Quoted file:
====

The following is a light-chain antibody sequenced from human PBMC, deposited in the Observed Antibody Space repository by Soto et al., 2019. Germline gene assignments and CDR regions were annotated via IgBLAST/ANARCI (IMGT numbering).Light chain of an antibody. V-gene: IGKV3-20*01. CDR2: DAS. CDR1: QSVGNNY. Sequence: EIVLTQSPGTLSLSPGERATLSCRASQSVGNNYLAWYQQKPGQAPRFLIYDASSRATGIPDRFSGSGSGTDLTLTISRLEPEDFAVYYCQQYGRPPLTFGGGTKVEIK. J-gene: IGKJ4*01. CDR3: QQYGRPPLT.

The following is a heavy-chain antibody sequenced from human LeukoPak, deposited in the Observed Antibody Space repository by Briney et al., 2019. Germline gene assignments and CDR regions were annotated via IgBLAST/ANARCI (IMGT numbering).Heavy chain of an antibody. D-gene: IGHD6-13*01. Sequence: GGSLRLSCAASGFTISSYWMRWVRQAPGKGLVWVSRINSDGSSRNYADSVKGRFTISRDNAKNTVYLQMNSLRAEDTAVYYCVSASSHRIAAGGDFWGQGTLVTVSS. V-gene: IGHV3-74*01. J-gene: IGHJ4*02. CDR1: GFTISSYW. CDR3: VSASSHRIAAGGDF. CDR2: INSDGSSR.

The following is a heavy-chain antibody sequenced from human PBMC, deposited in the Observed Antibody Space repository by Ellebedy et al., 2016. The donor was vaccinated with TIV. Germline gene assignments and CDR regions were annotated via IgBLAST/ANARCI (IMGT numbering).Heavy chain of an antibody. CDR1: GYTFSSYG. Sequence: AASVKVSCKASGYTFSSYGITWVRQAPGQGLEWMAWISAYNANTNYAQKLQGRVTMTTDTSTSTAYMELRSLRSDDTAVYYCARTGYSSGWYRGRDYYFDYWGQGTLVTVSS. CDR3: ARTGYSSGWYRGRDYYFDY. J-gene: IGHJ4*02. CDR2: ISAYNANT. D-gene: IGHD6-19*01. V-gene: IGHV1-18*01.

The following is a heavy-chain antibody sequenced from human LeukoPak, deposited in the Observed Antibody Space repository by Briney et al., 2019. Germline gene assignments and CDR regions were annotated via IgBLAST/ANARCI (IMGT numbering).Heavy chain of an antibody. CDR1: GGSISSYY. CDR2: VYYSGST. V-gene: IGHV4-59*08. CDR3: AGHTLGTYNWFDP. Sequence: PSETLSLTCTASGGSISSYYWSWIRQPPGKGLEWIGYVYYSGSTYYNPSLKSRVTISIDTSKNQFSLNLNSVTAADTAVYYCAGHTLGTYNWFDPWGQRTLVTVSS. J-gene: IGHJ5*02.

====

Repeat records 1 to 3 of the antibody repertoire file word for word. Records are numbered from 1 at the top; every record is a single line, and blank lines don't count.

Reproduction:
The following is a light-chain antibody sequenced from human PBMC, deposited in the Observed Antibody Space repository by Soto et al., 2019. Germline gene assignments and CDR regions were annotated via IgBLAST/ANARCI (IMGT numbering).Light chain of an antibody. V-gene: IGKV3-20*01. CDR2: DAS. CDR1: QSVGNNY. Sequence: EIVLTQSPGTLSLSPGERATLSCRASQSVGNNYLAWYQQKPGQAPRFLIYDASSRATGIPDRFSGSGSGTDLTLTISRLEPEDFAVYYCQQYGRPPLTFGGGTKVEIK. J-gene: IGKJ4*01. CDR3: QQYGRPPLT.

The following is a heavy-chain antibody sequenced from human LeukoPak, deposited in the Observed Antibody Space repository by Briney et al., 2019. Germline gene assignments and CDR regions were annotated via IgBLAST/ANARCI (IMGT numbering).Heavy chain of an antibody. D-gene: IGHD6-13*01. Sequence: GGSLRLSCAASGFTISSYWMRWVRQAPGKGLVWVSRINSDGSSRNYADSVKGRFTISRDNAKNTVYLQMNSLRAEDTAVYYCVSASSHRIAAGGDFWGQGTLVTVSS. V-gene: IGHV3-74*01. J-gene: IGHJ4*02. CDR1: GFTISSYW. CDR3: VSASSHRIAAGGDF. CDR2: INSDGSSR.

The following is a heavy-chain antibody sequenced from human PBMC, deposited in the Observed Antibody Space repository by Ellebedy et al., 2016. The donor was vaccinated with TIV. Germline gene assignments and CDR regions were annotated via IgBLAST/ANARCI (IMGT numbering).Heavy chain of an antibody. CDR1: GYTFSSYG. Sequence: AASVKVSCKASGYTFSSYGITWVRQAPGQGLEWMAWISAYNANTNYAQKLQGRVTMTTDTSTSTAYMELRSLRSDDTAVYYCARTGYSSGWYRGRDYYFDYWGQGTLVTVSS. CDR3: ARTGYSSGWYRGRDYYFDY. J-gene: IGHJ4*02. CDR2: ISAYNANT. D-gene: IGHD6-19*01. V-gene: IGHV1-18*01.